A third of the audience from abroad. Expectations now turned to the 23 October Florence event.

Over 560 attendees, one third of whom from abroad. The Roto4All webinar closes with positive numbers, the first streaming broadcast entirely dedicated to rotogravure. An event created by the Italian Rotogravure Group of Acimga, the confindustria association representing all printing (roto, flexo, off-set and digital) and converting technologies covering all materials (paper, polylaminates and plastic) for flexible applications, labels, corrugated cardboard, paper converting, tissue, aluminium, and of which the Rotogravure Group represents one of the vertical specializations on printing and packaging technologies and applications.

Opening and leading the event, Matteo Bordone (pictured above), journalist and radio speaker, who recalled how, in filmography as well, gravure has always represented the print par excellence. Hence a  technology that has become part of the collective imagination, but which has not always been publicised and valued by professionals. A necessity, that of communicating this Italian excellence, which gave birth to the Italian Rotogravure Group under Acimga, as explained by the head of the group Gianmatteo Maggioni, who also illustrated some initiatives already carried out, such as the publication of a manual on rotogravure, the organization of training courses on this printing technology, as well as the designation of an Italian representative at the ISO (International Standardization Organization). Andrea Briganti, director of Acimga and of the Paper and Graphics Federation of, illustrated the role of the association as promoter of all printing technologies, also revealing Italy (together with Germany and China) among the top 3 producers of rotogravure technology, with a production in 2019 worth  around 60 million dollars. The talk given by Enzo Baglieri, Professor of Operations and Technology Management of SDA Bocconi, in turn focused on rotogravure’s Total Cost of Ownership. An instrument created to understand what the real cost of a technology is, not only based on the initial price (which in the case of industrial machinery can be very high and therefore discourage investments and induce competition purely on price), but keeping in mind a whole series of factors. A gravure machine, explained Professor Baglieri, costs on average 2 and a half million euros. However, this technology has a lifecycle of around twenty years, so to understand its true cost, one must spread the price over a twenty-year period. To close the webinar, Elisabetta Bottazzoli, Sustainability and Circular Economy Manager, illustrated some standards of the Global Reporting Initiative (GRI), which help measure the sustainability of a company by identifying the aspects of its business that have the most significant impacts on stakeholders (local communities, employees, environment).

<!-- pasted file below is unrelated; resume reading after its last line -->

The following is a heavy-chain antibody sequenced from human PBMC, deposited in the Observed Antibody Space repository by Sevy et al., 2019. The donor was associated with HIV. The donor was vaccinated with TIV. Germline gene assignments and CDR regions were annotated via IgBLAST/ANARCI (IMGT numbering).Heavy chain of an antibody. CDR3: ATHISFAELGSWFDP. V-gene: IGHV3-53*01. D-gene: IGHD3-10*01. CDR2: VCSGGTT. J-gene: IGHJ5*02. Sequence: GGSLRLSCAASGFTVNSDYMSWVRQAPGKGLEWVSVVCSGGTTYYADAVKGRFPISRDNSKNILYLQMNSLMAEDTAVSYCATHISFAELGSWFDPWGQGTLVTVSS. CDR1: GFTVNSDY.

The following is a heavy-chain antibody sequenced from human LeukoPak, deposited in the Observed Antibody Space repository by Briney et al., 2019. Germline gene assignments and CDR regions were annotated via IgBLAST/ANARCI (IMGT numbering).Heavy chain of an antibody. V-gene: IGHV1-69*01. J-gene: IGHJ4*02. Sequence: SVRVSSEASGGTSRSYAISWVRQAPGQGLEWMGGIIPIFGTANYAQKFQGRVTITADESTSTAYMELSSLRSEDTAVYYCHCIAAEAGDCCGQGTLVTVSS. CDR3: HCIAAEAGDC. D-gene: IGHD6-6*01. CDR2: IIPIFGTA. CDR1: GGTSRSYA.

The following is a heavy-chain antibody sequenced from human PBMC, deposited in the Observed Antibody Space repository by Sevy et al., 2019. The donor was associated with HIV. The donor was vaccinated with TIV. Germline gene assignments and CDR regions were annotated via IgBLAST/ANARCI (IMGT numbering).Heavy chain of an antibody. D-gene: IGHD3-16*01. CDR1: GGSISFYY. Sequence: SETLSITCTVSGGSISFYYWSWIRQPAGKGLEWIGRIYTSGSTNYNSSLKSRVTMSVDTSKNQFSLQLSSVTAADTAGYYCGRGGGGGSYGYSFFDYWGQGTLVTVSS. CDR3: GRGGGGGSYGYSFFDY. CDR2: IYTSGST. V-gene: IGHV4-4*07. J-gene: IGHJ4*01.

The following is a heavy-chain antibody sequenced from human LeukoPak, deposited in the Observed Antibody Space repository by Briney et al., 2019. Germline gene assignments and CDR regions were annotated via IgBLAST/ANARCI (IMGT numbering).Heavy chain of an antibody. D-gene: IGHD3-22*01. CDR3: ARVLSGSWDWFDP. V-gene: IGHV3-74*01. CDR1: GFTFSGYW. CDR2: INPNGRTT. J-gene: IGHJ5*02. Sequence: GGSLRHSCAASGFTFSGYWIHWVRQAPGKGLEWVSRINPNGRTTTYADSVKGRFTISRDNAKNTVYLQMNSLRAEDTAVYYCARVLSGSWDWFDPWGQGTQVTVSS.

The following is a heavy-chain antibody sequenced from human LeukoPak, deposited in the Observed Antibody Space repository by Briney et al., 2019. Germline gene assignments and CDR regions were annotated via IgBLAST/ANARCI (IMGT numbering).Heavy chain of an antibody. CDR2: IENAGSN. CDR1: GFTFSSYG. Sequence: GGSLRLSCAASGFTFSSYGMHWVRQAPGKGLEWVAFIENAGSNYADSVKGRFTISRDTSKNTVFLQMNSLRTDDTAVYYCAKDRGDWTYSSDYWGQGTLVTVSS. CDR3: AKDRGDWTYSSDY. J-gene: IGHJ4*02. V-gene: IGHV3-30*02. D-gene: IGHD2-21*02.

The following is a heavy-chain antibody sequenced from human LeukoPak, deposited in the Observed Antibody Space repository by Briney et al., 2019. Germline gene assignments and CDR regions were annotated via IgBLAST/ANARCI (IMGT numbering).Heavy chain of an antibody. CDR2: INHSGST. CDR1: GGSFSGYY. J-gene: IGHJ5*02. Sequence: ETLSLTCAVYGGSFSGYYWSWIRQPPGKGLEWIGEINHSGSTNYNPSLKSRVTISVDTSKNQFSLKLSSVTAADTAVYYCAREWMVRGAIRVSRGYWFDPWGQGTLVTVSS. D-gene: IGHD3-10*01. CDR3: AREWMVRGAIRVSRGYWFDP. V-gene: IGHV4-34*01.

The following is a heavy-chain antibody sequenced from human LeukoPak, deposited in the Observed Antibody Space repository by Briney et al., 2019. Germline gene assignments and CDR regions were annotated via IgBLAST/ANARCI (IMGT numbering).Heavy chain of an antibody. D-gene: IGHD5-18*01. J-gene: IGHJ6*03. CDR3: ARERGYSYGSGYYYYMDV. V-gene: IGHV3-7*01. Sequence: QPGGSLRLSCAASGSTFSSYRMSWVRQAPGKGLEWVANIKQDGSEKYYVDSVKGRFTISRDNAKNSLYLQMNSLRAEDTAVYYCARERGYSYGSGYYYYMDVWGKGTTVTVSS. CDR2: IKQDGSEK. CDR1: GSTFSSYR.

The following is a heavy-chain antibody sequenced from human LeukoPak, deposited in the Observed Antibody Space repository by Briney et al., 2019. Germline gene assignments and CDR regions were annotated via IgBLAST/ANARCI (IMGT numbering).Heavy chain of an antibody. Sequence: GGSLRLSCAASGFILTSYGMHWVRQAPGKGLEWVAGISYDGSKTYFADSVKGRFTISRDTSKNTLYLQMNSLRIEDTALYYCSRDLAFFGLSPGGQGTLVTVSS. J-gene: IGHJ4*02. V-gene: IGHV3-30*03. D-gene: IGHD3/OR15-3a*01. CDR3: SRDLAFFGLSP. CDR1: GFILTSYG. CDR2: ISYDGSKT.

The webinar also announced the topics that will be explored in Florence on October 23, when the Roto4All event will take place, which will also see some round tables with printers and brand owners. “The large number of webinar attendees and above all the foreign origin of a third of the audience allows us to  understand how Italy is recognized as an excellence in printing and packaging technologies – explains Acimga head Andrea Briganti. A legacy that as an association we will continue to enhance with institutional and market stakeholders, both national and foreign. A legacy, especially in this phase, which must be communicated and used for the benefit of all companies in the supply chain, for a strong and stable restart, focused on the strongpoints of production and technology.”